We have introduced and repeated this term many times now. I suppose we associate “worship” with certain things: a church service, the altar and the pulpit, the preaching of sermons, the singing of hymns. Yet worship involves a personal element that starts with the individual. Worship is the verbal response of our faith. It is the honor, the appreciation, the thanks, and the praise that we direct to God for all that He is and all that He does. Worship is the attitude of celebration. We express our joy by cheering, applauding, complimenting God for His goodness and His accomplishments.

Notice the happy mood that comes out in our text: “Oh come, let us sing to the LORD! Let us shout joyfully to the Rock of our salvation. Let us come before His presence with thanksgiving; let us shout joyfully to Him with psalms.” The reason for joy is constantly there. Look what God has done for you. Now celebrate! Applaud and cheer what the Lord has accomplished for His people. We celebrate the working of God, especially in our gathering together for public worship. In the assembly of our church, we get together to compliment God for His greatness and thank Him for His blessings. We give to God the joyful praise that He deserves.

Think of how this works in your everyday life. If someone makes an impression on you because of their hard work or their kindness or their special ability, you “talk that person up” to your friends. You pay them compliments to their face and say good things about them to other people. Well, the same thing should apply to God. We “talk the Lord up” in our church service. And we talk the Lord up in our conversations with other people. When God makes an impression, we have to say something. We express our joyful praise in church, in prayer, in conversation, for that is what God truly deserves from all of us.

Yet this joyful praise should not overstep its bounds. Worship involves another attitude that is just as important. “Oh come, let us worship and bow down; let us kneel before the LORD our Maker.” In other words, as we worship God, let’s be sure to give Him our humble reverence.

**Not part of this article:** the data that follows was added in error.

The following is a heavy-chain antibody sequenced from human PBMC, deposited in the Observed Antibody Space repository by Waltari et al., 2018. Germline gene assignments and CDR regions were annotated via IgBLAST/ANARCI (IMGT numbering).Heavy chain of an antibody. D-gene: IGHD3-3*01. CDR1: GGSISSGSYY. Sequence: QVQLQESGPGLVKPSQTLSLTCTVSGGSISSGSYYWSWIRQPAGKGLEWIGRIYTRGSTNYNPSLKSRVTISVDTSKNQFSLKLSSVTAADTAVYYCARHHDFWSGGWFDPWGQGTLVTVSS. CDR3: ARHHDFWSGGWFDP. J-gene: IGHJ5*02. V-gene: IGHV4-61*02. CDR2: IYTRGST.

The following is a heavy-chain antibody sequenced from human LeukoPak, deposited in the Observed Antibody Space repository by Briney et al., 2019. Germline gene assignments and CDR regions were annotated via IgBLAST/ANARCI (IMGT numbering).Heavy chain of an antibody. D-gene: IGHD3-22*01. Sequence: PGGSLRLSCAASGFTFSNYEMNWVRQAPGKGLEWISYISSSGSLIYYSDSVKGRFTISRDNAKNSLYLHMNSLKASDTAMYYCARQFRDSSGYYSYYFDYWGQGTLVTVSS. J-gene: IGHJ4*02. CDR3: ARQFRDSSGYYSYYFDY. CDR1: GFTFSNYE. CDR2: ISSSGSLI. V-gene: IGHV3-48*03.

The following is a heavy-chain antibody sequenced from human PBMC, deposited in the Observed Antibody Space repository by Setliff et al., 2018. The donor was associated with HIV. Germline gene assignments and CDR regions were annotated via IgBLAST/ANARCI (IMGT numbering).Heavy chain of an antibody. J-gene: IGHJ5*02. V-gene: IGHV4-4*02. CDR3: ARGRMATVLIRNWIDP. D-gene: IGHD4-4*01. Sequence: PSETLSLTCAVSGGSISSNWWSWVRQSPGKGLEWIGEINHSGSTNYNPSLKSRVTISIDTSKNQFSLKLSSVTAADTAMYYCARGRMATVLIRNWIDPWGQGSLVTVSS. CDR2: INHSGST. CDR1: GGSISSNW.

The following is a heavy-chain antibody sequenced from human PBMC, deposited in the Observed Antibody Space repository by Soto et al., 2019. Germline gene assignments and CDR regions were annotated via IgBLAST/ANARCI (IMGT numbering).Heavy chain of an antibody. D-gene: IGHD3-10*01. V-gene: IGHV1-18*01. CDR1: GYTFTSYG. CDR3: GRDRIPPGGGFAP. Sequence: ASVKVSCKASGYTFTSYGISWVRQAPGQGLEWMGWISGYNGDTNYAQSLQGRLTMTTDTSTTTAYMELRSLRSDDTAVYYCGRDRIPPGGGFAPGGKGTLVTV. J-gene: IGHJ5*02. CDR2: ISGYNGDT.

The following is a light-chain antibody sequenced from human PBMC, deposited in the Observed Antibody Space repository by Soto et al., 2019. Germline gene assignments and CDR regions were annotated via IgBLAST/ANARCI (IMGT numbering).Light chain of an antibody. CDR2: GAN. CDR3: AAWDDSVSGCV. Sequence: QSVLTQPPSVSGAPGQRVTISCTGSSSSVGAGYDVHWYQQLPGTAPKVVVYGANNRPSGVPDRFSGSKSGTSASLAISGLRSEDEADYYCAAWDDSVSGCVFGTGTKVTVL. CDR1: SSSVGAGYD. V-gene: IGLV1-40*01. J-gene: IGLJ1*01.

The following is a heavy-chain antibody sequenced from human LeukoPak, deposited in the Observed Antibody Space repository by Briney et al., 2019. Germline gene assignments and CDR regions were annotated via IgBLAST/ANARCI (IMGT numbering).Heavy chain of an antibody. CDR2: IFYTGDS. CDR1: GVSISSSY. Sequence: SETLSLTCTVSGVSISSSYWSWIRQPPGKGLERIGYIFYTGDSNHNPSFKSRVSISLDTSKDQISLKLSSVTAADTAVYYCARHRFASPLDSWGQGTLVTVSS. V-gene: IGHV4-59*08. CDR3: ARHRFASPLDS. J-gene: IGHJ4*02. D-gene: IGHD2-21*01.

After all, we’re not meeting with an equal partner, or a fellow peer. God is far superior in every possible way. His holiness overwhelms our sinfulness. His almighty power overshadows our weakness. His infinite wisdom overrules our foolishness. We have to know our place; by faith in Christ, we are to be God’s children and the sheep of God’s flock. We can’t tell Him what to do. He’s the Father. He’s the Shepherd. He’s the Boss. He determines what is right and good, and we are to accept that. He leads the way, and we are to follow. Our humility will have to come from a proper respect of the authority God has over us.

But that respect will not be like the fear of a slave who cowers under the threat of his master. God is like the good and loving king, who wins the respect and loyalty of his subjects. We bow to the authority of our King, because we know that He speaks the truth. We submit to the will of our Lord, because He is so good at what He does and so good for us. We strive to do His bidding, knowing that He will help us carry out His commands. We don’t seek a democracy in the kingdom of God. It doesn’t work that way. We live gratefully and humbly under the authority of One who is supremely greater than we are.

Oh come, let us worship and bow down; let us kneel before the LORD our Maker.” How can we not heed the call to humbly revere, yet joyfully praise our God? He gives us plenty of reasons to worship Him. He defines what the right attitudes of our worship should be. May He also lead us to honor Him with the daily response of faith, the Christian worship that He truly deserves. Amen.

—Pastor Steven Sippert

Our Savior’s Lutheran Church
Jamestown, North Dakota

Ministry by Mail is a weekly publication of the Church of the Lutheran Confession. Subscription and staff information may be found online at